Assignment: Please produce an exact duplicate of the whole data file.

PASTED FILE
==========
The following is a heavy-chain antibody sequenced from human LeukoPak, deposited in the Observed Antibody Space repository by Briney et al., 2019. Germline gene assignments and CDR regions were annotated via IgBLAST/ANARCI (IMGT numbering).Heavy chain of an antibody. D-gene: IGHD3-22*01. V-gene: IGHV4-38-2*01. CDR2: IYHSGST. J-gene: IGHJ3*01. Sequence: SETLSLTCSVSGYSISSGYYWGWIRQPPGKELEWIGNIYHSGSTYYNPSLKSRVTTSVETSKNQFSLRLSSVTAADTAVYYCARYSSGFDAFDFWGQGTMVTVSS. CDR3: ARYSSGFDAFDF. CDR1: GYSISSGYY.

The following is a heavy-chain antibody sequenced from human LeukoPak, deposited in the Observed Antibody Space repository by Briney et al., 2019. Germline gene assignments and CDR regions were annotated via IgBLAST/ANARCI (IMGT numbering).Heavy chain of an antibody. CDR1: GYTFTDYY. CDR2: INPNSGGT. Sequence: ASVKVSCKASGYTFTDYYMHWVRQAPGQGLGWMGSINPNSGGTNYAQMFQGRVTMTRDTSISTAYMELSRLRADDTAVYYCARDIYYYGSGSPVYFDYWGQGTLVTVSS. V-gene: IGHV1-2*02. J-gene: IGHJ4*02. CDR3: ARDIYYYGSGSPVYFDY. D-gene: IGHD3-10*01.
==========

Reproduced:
The following is a heavy-chain antibody sequenced from human LeukoPak, deposited in the Observed Antibody Space repository by Briney et al., 2019. Germline gene assignments and CDR regions were annotated via IgBLAST/ANARCI (IMGT numbering).Heavy chain of an antibody. D-gene: IGHD3-22*01. V-gene: IGHV4-38-2*01. CDR2: IYHSGST. J-gene: IGHJ3*01. Sequence: SETLSLTCSVSGYSISSGYYWGWIRQPPGKELEWIGNIYHSGSTYYNPSLKSRVTTSVETSKNQFSLRLSSVTAADTAVYYCARYSSGFDAFDFWGQGTMVTVSS. CDR3: ARYSSGFDAFDF. CDR1: GYSISSGYY.

The following is a heavy-chain antibody sequenced from human LeukoPak, deposited in the Observed Antibody Space repository by Briney et al., 2019. Germline gene assignments and CDR regions were annotated via IgBLAST/ANARCI (IMGT numbering).Heavy chain of an antibody. CDR1: GYTFTDYY. CDR2: INPNSGGT. Sequence: ASVKVSCKASGYTFTDYYMHWVRQAPGQGLGWMGSINPNSGGTNYAQMFQGRVTMTRDTSISTAYMELSRLRADDTAVYYCARDIYYYGSGSPVYFDYWGQGTLVTVSS. V-gene: IGHV1-2*02. J-gene: IGHJ4*02. CDR3: ARDIYYYGSGSPVYFDY. D-gene: IGHD3-10*01.